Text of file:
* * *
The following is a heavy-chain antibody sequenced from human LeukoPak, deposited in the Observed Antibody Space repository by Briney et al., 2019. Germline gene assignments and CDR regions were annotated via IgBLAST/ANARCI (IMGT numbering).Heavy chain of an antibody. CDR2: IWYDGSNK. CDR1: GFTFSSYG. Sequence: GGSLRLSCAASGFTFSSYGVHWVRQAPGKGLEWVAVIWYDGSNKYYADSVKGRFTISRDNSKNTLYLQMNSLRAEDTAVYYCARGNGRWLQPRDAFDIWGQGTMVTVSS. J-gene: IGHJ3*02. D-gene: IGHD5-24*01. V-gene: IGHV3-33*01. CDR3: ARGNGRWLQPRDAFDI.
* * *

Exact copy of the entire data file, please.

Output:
The following is a heavy-chain antibody sequenced from human LeukoPak, deposited in the Observed Antibody Space repository by Briney et al., 2019. Germline gene assignments and CDR regions were annotated via IgBLAST/ANARCI (IMGT numbering).Heavy chain of an antibody. CDR2: IWYDGSNK. CDR1: GFTFSSYG. Sequence: GGSLRLSCAASGFTFSSYGVHWVRQAPGKGLEWVAVIWYDGSNKYYADSVKGRFTISRDNSKNTLYLQMNSLRAEDTAVYYCARGNGRWLQPRDAFDIWGQGTMVTVSS. J-gene: IGHJ3*02. D-gene: IGHD5-24*01. V-gene: IGHV3-33*01. CDR3: ARGNGRWLQPRDAFDI.